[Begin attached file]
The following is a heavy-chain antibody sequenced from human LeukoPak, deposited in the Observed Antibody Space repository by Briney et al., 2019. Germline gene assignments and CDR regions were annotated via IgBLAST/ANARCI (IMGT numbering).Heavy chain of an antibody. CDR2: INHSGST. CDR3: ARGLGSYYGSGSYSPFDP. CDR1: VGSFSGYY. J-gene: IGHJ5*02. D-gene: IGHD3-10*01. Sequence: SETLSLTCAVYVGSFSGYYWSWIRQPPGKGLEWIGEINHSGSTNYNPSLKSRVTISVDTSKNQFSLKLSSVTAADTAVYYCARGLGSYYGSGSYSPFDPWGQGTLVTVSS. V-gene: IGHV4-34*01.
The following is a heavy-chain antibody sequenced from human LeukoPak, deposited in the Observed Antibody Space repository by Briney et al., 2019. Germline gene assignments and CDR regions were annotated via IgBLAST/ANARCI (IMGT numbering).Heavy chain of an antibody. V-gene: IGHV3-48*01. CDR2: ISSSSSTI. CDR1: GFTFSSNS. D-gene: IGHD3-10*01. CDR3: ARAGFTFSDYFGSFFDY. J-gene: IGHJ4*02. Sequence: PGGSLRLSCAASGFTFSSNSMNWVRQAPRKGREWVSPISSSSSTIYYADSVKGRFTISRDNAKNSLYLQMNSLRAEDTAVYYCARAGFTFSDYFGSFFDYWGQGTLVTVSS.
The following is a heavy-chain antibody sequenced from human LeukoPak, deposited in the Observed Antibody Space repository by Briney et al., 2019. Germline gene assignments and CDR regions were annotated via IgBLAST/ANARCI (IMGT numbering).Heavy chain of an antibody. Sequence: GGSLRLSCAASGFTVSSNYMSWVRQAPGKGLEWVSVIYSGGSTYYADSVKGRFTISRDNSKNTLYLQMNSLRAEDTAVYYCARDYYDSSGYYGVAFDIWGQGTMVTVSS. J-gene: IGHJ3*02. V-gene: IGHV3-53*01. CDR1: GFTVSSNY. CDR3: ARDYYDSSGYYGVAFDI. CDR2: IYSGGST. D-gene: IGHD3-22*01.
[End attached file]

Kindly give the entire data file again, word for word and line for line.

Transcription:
The following is a heavy-chain antibody sequenced from human LeukoPak, deposited in the Observed Antibody Space repository by Briney et al., 2019. Germline gene assignments and CDR regions were annotated via IgBLAST/ANARCI (IMGT numbering).Heavy chain of an antibody. CDR2: INHSGST. CDR3: ARGLGSYYGSGSYSPFDP. CDR1: VGSFSGYY. J-gene: IGHJ5*02. D-gene: IGHD3-10*01. Sequence: SETLSLTCAVYVGSFSGYYWSWIRQPPGKGLEWIGEINHSGSTNYNPSLKSRVTISVDTSKNQFSLKLSSVTAADTAVYYCARGLGSYYGSGSYSPFDPWGQGTLVTVSS. V-gene: IGHV4-34*01.
The following is a heavy-chain antibody sequenced from human LeukoPak, deposited in the Observed Antibody Space repository by Briney et al., 2019. Germline gene assignments and CDR regions were annotated via IgBLAST/ANARCI (IMGT numbering).Heavy chain of an antibody. V-gene: IGHV3-48*01. CDR2: ISSSSSTI. CDR1: GFTFSSNS. D-gene: IGHD3-10*01. CDR3: ARAGFTFSDYFGSFFDY. J-gene: IGHJ4*02. Sequence: PGGSLRLSCAASGFTFSSNSMNWVRQAPRKGREWVSPISSSSSTIYYADSVKGRFTISRDNAKNSLYLQMNSLRAEDTAVYYCARAGFTFSDYFGSFFDYWGQGTLVTVSS.
The following is a heavy-chain antibody sequenced from human LeukoPak, deposited in the Observed Antibody Space repository by Briney et al., 2019. Germline gene assignments and CDR regions were annotated via IgBLAST/ANARCI (IMGT numbering).Heavy chain of an antibody. Sequence: GGSLRLSCAASGFTVSSNYMSWVRQAPGKGLEWVSVIYSGGSTYYADSVKGRFTISRDNSKNTLYLQMNSLRAEDTAVYYCARDYYDSSGYYGVAFDIWGQGTMVTVSS. J-gene: IGHJ3*02. V-gene: IGHV3-53*01. CDR1: GFTVSSNY. CDR3: ARDYYDSSGYYGVAFDI. CDR2: IYSGGST. D-gene: IGHD3-22*01.